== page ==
Dairy company Arla Foods has reported a fall in profits for the year ended 30 September 2005, mainly because of the impact of EU farm reforms, it said.

Arla Foods’ result for 2004/05 totalled DKK801m (US$126m), better than the expected DKK722m, but down on the 2003/2004 result of DKK1.019bn.

The improvement on the company’s expectation derived in particular from certain export markets which have seen earnings as well as volume increases for speciality cheese and milk powder. Implemented efficiency measures under the group’s structural programme have also contributed to lower costs and thus to the result for the year.

The fall compared to last year was mainly due to the impact of the second phase of the EU’s agricultural reforms, Arla said. Falling foreign exchange rates also had a negative impact, particularly at the beginning of the year.

Arla Foods recorded a decline in turnover from DKK 47.3bn in 2003/04 to DKK46.4 bn in 2004/05.

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The fall in turnover is largely due to two factors: The disposal of a number of non-core businesses such as Cremo, AM Foods and Danapak, and the general price fall in the international food industry and the European dairy sector as a result of Europe’s agricultural reforms.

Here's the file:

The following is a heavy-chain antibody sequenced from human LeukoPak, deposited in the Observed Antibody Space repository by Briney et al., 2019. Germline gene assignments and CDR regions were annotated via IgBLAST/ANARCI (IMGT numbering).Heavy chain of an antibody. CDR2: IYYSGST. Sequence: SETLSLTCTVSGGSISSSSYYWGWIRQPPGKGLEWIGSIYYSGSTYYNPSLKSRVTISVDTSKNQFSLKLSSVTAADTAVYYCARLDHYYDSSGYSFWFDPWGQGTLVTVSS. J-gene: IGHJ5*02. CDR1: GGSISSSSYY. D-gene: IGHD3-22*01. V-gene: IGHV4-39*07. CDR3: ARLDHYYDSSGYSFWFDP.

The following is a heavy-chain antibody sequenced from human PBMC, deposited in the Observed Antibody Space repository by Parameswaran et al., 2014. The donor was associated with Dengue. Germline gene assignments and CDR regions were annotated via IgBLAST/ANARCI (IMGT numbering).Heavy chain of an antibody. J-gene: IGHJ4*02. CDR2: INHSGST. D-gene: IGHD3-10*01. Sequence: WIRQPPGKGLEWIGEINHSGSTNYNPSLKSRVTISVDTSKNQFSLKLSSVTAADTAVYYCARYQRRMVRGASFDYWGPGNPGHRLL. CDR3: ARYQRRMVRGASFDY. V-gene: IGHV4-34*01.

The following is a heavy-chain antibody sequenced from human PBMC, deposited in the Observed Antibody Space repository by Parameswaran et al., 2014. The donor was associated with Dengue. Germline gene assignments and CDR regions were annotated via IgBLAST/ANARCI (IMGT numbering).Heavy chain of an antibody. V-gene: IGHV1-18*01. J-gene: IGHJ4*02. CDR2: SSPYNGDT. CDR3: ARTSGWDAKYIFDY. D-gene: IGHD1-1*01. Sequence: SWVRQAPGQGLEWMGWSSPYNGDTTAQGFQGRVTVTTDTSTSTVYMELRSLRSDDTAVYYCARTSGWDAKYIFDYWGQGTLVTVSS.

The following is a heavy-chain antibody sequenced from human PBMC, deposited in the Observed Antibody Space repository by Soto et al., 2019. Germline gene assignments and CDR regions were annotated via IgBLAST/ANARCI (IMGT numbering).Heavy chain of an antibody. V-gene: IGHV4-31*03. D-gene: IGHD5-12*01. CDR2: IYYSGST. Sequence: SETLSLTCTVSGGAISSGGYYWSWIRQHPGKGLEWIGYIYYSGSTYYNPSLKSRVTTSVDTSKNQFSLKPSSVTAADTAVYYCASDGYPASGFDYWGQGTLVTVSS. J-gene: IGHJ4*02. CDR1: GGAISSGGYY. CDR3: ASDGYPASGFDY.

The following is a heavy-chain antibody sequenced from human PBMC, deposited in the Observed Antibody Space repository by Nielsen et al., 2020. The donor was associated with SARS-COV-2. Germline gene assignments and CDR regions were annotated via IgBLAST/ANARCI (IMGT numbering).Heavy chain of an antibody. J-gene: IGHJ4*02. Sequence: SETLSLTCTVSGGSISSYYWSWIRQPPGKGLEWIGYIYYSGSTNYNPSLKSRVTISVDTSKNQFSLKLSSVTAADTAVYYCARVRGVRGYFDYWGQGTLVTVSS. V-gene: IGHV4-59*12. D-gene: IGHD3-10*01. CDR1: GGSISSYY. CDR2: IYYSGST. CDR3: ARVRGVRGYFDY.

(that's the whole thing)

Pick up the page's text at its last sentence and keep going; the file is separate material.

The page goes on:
Over the coming years, the reforms will transform the EU’s agricultural subsidies, including a tapered reduction of export subsidies to dairies, which will partly be compensated for by direct subsidies to farmers. A knock-on effect of this is that price competition will harden across all EU markets.

Arla Foods’ Chairman Knud Erik Jensen was confident that the Arla Group is well placed for future competition in the market place.

“In recent years we have undertaken a number of long-term investments as a result of which we are now a healthy business,” he said.

Knud Erik Jensen, however, is well aware that the Arla Group must deliver a strong performance in order to maintain the milk price at its current level in the next financial year.

“The supervisory board will support the management in its efforts to maintain the current level for the milk price,” he said.

“We are a market and consumer-oriented business and we’re obviously satisfied with a result which is 10% above our expectations,” said managing director Peder Tuborgh. “In order to secure an unchanged milk price in 2006, we must continue to strengthen our product development and our brands through tighter operational controls and focus on costs.”